So which MMO zone is the most relaxing for you? Where would you go to relax in MMOs?

Every morning, the Massively Overpowered writers team up with mascot Mo to ask MMORPG players pointed questions about the massively multiplayer online roleplaying genre. Grab a mug of your preferred beverage and take a stab at answering the question posed in today’s Daily Grind!

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Global Chat: Are WoW Tokens worth it?

The debut of World of Warcraft Tokens into the game’s economy has caused quite a stir, particularly after the prices plunged during the first few days. Alt:ernative Chat discussed the economics 101 aspect of the event but ultimately posed a few soul-searching questions for buyers.

“Was it worth it?” she asks. “All that time it took to ‘make’ that money in game, is this a fair exchange for the real world money you’ve currently freed up? What if Blizzard turned around tomorrow and vastly restricted your ability to make gold in the future? Most importantly of all, do you now feel a greater obligation to play the game because you had to work for it in a different fashion than simply stumping up US/AU Dollars?”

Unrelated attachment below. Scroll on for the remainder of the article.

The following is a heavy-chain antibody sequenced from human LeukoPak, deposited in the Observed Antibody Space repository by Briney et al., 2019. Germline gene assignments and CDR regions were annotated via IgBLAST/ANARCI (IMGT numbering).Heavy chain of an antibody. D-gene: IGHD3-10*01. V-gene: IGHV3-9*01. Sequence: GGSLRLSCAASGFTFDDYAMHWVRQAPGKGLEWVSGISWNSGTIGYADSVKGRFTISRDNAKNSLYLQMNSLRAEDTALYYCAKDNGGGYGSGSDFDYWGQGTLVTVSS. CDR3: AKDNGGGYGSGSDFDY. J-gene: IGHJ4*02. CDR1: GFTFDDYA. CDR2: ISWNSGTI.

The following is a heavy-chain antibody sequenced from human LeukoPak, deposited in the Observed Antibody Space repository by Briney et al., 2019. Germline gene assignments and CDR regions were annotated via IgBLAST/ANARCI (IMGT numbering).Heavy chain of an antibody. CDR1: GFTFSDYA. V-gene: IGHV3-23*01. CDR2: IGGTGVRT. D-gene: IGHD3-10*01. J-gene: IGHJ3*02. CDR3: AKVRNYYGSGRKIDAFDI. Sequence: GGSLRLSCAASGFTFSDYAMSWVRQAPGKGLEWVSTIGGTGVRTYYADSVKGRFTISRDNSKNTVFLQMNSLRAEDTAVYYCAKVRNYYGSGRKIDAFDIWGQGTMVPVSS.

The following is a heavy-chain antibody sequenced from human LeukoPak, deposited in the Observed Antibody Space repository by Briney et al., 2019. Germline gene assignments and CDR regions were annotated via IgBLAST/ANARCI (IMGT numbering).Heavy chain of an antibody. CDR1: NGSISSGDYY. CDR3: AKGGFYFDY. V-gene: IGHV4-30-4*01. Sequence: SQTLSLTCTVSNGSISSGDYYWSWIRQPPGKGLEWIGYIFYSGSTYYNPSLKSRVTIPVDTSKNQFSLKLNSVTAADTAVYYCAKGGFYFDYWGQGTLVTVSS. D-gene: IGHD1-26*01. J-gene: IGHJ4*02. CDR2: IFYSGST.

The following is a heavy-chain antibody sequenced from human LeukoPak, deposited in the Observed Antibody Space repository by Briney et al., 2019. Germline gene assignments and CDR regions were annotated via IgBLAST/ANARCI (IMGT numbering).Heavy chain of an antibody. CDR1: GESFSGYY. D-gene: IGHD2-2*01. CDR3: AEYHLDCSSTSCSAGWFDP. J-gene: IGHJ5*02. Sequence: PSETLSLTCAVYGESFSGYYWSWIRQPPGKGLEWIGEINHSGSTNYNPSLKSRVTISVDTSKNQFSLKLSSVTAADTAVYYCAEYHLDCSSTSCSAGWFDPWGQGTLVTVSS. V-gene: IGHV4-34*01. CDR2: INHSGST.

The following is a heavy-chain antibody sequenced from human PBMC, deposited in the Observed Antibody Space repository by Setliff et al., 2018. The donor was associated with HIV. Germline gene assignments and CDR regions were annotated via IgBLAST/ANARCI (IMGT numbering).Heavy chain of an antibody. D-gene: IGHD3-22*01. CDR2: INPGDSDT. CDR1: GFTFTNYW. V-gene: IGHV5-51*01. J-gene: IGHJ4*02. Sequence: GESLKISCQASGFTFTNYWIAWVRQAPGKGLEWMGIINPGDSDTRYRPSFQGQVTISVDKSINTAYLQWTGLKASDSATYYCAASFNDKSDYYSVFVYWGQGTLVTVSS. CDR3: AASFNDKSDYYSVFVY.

To that all I can say is: Time is money, friends! In this week’s blogosphere safari, we look at the backstory of SWTOR’s Revan, ponder the merits of joining a multi-game guild, and read an analysis of Guild Wars 2’s elite skills.

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Tamriel Infinium: The 18 words an Elder Scrolls Online newbie needs to know

One of my favorite things about the storytelling in Elder Scrolls Online is that the quest-givers don’t fill their dialogue with exposition regarding Tamriel lore. For instance, NPCs will throw around terms like Ayleid and Dwemer as if you are just supposed to know what that means. That’s not to say they don’t share a lot of expository dialogue; it just usually contains the information that you need in your quest, not the story behind the story.

I thought it fitting to give you a list of terms and names that you will run into while playing the Elder Scrolls Online that you need to know, especially if you’re a novice to the franchise. I’ve run into most of these myself, and I reluctantly admit that I wasn’t sure exactly what they meant. For instance, what’s the difference between Tamriel, Nirn, and Mundus? The Prophet seemed to use these terms interchangeably in his dialogue, but they certainly mean different things, and he’s not using them arbitrarily.

So this week, I’m going to do something different from what I usually do. I’m going to make a lexicon of sorts. I have 18 terms that I think you should know going into ESO in order to understand the deeper meaning behind some of the quests that you will be running.